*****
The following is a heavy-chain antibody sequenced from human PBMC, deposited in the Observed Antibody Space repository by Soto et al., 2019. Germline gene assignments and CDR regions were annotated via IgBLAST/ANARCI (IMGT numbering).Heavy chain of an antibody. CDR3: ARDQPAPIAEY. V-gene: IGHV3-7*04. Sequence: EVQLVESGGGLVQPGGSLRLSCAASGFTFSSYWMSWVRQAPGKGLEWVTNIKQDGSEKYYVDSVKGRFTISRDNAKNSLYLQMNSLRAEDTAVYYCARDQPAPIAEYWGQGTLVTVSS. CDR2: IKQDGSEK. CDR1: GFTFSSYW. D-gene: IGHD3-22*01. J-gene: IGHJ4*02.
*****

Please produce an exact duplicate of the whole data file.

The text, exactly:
The following is a heavy-chain antibody sequenced from human PBMC, deposited in the Observed Antibody Space repository by Soto et al., 2019. Germline gene assignments and CDR regions were annotated via IgBLAST/ANARCI (IMGT numbering).Heavy chain of an antibody. CDR3: ARDQPAPIAEY. V-gene: IGHV3-7*04. Sequence: EVQLVESGGGLVQPGGSLRLSCAASGFTFSSYWMSWVRQAPGKGLEWVTNIKQDGSEKYYVDSVKGRFTISRDNAKNSLYLQMNSLRAEDTAVYYCARDQPAPIAEYWGQGTLVTVSS. CDR2: IKQDGSEK. CDR1: GFTFSSYW. D-gene: IGHD3-22*01. J-gene: IGHJ4*02.